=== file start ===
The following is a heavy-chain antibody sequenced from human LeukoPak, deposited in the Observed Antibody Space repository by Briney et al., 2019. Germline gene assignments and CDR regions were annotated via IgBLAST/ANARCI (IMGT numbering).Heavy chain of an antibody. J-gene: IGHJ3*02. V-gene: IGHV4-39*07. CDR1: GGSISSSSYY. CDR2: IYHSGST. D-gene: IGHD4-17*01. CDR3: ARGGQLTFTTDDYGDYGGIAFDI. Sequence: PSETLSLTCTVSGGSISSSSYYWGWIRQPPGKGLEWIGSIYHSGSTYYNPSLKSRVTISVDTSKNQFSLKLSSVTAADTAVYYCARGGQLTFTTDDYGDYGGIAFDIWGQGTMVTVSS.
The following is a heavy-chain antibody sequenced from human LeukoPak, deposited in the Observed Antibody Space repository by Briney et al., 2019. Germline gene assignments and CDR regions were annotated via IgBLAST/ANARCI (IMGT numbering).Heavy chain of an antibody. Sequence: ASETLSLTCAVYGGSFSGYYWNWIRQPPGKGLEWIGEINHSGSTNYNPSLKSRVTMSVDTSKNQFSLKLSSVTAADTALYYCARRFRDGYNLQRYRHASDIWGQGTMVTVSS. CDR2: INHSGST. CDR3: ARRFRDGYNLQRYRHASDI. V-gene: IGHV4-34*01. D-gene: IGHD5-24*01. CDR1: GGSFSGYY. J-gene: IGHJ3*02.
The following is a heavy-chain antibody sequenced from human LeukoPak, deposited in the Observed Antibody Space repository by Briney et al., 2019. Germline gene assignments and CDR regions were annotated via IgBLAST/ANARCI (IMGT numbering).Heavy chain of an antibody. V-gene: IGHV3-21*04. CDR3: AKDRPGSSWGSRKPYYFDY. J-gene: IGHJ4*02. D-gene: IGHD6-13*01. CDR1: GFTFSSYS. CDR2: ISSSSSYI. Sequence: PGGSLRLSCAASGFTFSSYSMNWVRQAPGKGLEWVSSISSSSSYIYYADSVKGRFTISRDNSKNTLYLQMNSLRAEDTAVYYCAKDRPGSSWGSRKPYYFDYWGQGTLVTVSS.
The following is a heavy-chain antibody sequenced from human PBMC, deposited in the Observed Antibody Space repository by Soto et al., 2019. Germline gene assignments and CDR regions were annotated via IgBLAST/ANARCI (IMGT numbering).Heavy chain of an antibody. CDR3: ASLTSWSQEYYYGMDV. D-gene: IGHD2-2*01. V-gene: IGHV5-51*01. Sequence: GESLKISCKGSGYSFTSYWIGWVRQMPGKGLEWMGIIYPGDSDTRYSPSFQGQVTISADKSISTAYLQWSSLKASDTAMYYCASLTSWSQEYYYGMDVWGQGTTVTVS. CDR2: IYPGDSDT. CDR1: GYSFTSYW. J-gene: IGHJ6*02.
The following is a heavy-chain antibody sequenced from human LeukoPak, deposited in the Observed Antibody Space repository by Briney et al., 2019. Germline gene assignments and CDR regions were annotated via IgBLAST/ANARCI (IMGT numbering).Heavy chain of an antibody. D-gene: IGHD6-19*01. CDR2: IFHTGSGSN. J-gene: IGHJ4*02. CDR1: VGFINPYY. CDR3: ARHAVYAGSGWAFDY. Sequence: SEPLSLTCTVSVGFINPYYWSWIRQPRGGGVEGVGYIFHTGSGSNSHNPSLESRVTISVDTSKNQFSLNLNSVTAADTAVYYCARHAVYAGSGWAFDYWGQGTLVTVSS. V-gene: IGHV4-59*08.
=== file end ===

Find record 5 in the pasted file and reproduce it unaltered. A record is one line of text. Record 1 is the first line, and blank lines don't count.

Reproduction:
The following is a heavy-chain antibody sequenced from human LeukoPak, deposited in the Observed Antibody Space repository by Briney et al., 2019. Germline gene assignments and CDR regions were annotated via IgBLAST/ANARCI (IMGT numbering).Heavy chain of an antibody. D-gene: IGHD6-19*01. CDR2: IFHTGSGSN. J-gene: IGHJ4*02. CDR1: VGFINPYY. CDR3: ARHAVYAGSGWAFDY. Sequence: SEPLSLTCTVSVGFINPYYWSWIRQPRGGGVEGVGYIFHTGSGSNSHNPSLESRVTISVDTSKNQFSLNLNSVTAADTAVYYCARHAVYAGSGWAFDYWGQGTLVTVSS. V-gene: IGHV4-59*08.